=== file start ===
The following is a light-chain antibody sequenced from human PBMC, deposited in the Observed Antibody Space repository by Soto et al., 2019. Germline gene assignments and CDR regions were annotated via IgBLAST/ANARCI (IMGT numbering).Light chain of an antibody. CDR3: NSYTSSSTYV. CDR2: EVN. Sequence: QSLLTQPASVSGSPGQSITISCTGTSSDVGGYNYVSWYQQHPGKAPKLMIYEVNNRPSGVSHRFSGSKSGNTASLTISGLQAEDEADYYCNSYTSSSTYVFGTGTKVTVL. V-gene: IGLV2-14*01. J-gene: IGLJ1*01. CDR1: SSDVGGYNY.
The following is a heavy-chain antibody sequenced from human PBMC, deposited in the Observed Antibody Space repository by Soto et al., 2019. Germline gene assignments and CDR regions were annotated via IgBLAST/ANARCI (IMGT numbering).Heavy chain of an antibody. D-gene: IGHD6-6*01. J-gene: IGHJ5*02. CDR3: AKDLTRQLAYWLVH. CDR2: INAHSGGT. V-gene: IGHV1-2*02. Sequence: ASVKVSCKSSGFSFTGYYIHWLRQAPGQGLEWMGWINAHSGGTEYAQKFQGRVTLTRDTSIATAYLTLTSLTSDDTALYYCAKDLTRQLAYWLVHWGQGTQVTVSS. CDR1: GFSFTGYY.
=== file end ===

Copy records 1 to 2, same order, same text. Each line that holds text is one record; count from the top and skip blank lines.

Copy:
The following is a light-chain antibody sequenced from human PBMC, deposited in the Observed Antibody Space repository by Soto et al., 2019. Germline gene assignments and CDR regions were annotated via IgBLAST/ANARCI (IMGT numbering).Light chain of an antibody. CDR3: NSYTSSSTYV. CDR2: EVN. Sequence: QSLLTQPASVSGSPGQSITISCTGTSSDVGGYNYVSWYQQHPGKAPKLMIYEVNNRPSGVSHRFSGSKSGNTASLTISGLQAEDEADYYCNSYTSSSTYVFGTGTKVTVL. V-gene: IGLV2-14*01. J-gene: IGLJ1*01. CDR1: SSDVGGYNY.
The following is a heavy-chain antibody sequenced from human PBMC, deposited in the Observed Antibody Space repository by Soto et al., 2019. Germline gene assignments and CDR regions were annotated via IgBLAST/ANARCI (IMGT numbering).Heavy chain of an antibody. D-gene: IGHD6-6*01. J-gene: IGHJ5*02. CDR3: AKDLTRQLAYWLVH. CDR2: INAHSGGT. V-gene: IGHV1-2*02. Sequence: ASVKVSCKSSGFSFTGYYIHWLRQAPGQGLEWMGWINAHSGGTEYAQKFQGRVTLTRDTSIATAYLTLTSLTSDDTALYYCAKDLTRQLAYWLVHWGQGTQVTVSS. CDR1: GFSFTGYY.